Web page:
In this section, we offer brief reviews of books that offer insights and advice to seniors. We’ll add new reviews as we read more books, so be sure to check back from time to time. If you have a book you would like us to review, please use the Contact page to let us know about it.
The Unlikely Pilgrimage of Harold Fry, by Rachel Joyce (2012). Harold Fry’s life in retirement is strangely bleak, and the love seems to have gone out of his marriage. But then a letter arrives in the mailbox from a dying friend, and without looking back, Harold sets out to walk the length of England to be by her side. In the course of his walk, Harold is able to help others and to come to some understanding of his own problems. Some of the color returns to his life and his marriage, but this is not a sentimental novel in its dealings with estrangement and death. Reviewed May 7, 2015.
The Swerve: How the World Became Modern, by Stephen Greenblatt (2011). Lucretius was a well-known philosopher of the school of Epicurius, writing at about the time of Julius Caesar. Yet his great work, On the Nature of Things, was lost for a thousand years. Greenblatt tells the fascinating story of how a copy of the long-lost book was discovered in a monastery by the Renaissance book-hunter, Poggio Bracciolini. The author then outlines the main points of Lucretius’ philosophy, and there is much here that deserves the attention of seniors. Most important, fearing death is pointless. In the words of Lucretius himself, “Death, therefore, the most awful of evils, is nothing to us, seeing that, when we are, death is not come, and, when death is come, we are not.” You’ll find plenty of academics online calling Greenblatt a popularizer and a summarizer; telling us that we would do better to read the originals of the works Greenblatt cites. But hey, we’re seniors. Time is short, and this book is both accessible and beautifully written. Reviewed May 8, 2015.
Being Mortal, by Atul Gawande (2014). Dr. Gawande’s book is essential reading for everyone who takes a common sense approach to aging and the end of life. Through the stories of his family, friends, and patients, Gawande illuminates the many challenges we all face as we grow older, including driving and facing the decision to give it up, the ever-present danger of falling, and handling the activities of daily living. But mostly, the book is about the need for physicians, seniors themselves, and their children to confront the challenges of aging with realism and compassion — something our modern health-care system works against. Here are just a few quotes to make you want to read this book.
“The waning days of our lives are given over to treatments that addle our brains and sap our bodies for a sliver’s chance of benefit.” (Page 9)
On Alice, who was moved to the skilled nursing floor of her continuing care community. “She felt incarcerated, like she was in prison for being old.” (Page 73.)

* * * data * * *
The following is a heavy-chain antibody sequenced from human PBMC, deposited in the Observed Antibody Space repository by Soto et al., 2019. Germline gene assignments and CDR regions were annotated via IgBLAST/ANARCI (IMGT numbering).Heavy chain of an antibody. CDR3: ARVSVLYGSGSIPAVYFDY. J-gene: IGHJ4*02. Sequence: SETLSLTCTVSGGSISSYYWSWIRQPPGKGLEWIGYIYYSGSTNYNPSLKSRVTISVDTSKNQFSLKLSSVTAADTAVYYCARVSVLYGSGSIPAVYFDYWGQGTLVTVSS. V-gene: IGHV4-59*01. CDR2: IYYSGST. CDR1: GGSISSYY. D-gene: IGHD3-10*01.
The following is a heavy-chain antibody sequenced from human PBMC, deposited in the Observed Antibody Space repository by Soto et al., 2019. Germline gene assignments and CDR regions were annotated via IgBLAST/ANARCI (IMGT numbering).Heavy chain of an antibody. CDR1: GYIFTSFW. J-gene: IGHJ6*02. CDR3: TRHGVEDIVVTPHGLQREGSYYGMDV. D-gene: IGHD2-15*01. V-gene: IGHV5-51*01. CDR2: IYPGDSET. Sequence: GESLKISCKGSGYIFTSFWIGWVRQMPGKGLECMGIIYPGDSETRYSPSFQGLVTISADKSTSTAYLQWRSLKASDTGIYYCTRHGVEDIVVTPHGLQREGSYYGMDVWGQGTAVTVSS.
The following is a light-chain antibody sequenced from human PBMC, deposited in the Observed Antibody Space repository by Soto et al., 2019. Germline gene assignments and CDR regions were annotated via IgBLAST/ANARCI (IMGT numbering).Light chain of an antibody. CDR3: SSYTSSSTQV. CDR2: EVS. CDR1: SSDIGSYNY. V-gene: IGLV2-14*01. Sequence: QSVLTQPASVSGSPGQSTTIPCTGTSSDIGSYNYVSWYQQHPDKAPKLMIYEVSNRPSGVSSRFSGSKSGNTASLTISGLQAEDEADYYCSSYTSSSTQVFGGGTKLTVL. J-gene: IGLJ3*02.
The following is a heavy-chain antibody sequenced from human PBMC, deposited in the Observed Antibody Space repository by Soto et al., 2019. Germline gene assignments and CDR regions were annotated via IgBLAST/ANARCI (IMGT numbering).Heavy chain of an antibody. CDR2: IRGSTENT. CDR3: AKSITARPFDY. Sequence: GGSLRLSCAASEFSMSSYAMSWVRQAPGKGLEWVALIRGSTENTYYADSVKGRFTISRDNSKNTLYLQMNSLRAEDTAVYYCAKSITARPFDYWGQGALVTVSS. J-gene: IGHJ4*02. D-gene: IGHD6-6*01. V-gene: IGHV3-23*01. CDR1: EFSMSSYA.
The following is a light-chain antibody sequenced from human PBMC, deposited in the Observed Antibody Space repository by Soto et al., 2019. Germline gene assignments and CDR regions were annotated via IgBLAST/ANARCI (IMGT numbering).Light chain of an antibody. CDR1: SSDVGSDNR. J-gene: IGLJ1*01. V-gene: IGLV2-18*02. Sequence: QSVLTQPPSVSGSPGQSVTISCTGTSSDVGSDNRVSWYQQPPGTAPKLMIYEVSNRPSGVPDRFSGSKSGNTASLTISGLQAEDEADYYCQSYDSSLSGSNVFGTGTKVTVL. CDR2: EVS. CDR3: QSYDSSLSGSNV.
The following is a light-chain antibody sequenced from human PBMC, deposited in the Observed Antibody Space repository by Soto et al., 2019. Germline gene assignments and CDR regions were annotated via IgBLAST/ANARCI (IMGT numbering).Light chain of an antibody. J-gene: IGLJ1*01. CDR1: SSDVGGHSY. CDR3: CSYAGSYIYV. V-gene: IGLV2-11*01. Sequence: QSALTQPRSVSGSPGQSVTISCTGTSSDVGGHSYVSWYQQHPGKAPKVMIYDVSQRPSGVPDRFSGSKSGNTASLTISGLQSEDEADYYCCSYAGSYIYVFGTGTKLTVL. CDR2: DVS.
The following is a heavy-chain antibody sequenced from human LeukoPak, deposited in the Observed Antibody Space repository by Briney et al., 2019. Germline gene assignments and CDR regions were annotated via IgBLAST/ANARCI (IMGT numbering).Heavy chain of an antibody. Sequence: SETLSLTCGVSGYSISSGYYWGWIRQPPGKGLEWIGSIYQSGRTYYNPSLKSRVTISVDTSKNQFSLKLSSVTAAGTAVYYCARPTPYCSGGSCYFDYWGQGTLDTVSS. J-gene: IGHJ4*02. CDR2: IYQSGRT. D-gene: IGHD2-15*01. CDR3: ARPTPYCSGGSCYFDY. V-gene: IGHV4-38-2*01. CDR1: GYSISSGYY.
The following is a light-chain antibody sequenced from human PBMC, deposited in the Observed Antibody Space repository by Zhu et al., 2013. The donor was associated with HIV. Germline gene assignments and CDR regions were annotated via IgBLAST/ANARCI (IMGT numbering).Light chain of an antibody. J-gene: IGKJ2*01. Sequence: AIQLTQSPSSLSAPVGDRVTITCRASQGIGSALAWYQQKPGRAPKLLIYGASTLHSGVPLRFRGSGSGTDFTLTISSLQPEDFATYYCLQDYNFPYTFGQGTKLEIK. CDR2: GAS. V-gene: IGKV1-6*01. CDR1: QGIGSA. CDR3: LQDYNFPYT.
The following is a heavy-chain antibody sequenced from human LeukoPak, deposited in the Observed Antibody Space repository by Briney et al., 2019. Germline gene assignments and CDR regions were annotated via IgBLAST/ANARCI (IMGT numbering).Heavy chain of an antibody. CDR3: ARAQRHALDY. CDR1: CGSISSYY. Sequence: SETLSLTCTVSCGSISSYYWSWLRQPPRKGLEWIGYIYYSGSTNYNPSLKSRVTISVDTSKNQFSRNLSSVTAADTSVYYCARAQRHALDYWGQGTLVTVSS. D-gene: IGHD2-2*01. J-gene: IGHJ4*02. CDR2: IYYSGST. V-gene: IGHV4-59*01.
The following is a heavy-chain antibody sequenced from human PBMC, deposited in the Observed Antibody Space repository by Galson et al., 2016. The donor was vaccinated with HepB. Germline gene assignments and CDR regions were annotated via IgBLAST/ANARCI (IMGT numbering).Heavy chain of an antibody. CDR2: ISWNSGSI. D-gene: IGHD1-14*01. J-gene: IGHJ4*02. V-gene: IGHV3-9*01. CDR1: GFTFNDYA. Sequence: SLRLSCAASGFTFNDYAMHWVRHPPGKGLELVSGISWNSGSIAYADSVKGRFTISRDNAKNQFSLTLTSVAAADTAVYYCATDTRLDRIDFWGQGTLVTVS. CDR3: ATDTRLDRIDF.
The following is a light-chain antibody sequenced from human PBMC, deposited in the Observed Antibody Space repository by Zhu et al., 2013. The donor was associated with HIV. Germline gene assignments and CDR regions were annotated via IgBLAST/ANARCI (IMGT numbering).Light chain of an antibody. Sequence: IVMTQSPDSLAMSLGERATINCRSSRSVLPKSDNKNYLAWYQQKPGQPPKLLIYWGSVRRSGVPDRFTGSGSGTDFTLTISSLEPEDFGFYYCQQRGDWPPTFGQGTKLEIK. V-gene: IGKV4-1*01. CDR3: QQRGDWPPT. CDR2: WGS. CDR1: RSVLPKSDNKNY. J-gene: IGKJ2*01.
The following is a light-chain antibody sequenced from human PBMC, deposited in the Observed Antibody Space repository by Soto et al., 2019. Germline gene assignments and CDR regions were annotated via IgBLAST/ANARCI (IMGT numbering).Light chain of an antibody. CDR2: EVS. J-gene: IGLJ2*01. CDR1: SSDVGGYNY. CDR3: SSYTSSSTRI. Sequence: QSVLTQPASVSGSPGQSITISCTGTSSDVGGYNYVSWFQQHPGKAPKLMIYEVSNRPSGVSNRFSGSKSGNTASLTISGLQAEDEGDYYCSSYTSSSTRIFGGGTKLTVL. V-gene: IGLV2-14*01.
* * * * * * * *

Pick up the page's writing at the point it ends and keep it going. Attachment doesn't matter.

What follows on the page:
“… assisted living isn’t really built for the sake of older people so much as for the sake of their children. The children usually make the decision about where the elderly live, and you can see it in the way the places sell themselves. … Above all, they sell themselves as safe places, They almost never sell themselves as places that put a person’s choices about how he or she wants to live first and foremost.” (Pages 105-106.)
“People with serious illness have priorities besides simply prolonging their lives. Surveys find that their top concerns include avoiding suffering, strengthening relationships with family and friends, being mentally aware, not being a burden on others, and achieving a sense that their life is complete. Our system of technological medicine has utterly failed to meet these needs.” (Page 155.)
Advice for physicians. “We’ve been wrong about what our job is in medicine. We think our job is to ensure health and survival. But really, it is larger than that. It is to enable well-being.” (Page 259.) Reviewed May 12, 2015.
Where the Dead Pause, and the Japanese Say Goodbye, by Marie Matsuki Mockett (2015)
An exploration of the many varieties of Japanese Buddhism — and what they can tell us about the great questions of our existence. The author, a Japanese-American, is herself in mourning when she returns to Japan in the wake of the 2011 earthquake and tsunami. A succession of Buddhist monks guide her to a deeper understanding of life and death, and bring a measure of peace. Full of mystery and surprise, this book is a joy to read.
Shingon Buddhism calls to mind modes of thinking found in Lawrence Krauss, A Universe from Nothing, Why There is Something Rather than Nothing (2012).
As a monk explained to Mockett, referring to a cup,
“If we had a thread that was thin enough, we could thread it through the cup and it would go out the other side. And so the cup is here, but it is not here. If enough time were to go by, the cup would not be here, but if we were to look for its atoms, we would find them scattered throughout the universe, which means the cup would be everywhere. And in the same way, the Buddha is everywhere. The point of Shingon is not to be nothing , but to understand that everything is and is not actually concrete.”
W;t, A Play by Margaret Edson (1993). Is life separated from death by a semicolon, or merely a comma? That’s the question confronted by Vivian Bearing, a brilliant professor of John Donne’s poetry, as she endures experimental therapy for stage four metastatic ovarian cancer. This Pulitzer prize-winning play should be read in conjunction with Atul Gawande’s Being Mortal, since it highlights the dehumanizing aspects of modern medicine so well. But the play is about much more than that, including the poignancy of father-daughter relationships and the importance of kindness — both in life and as we near death. Also available as a film.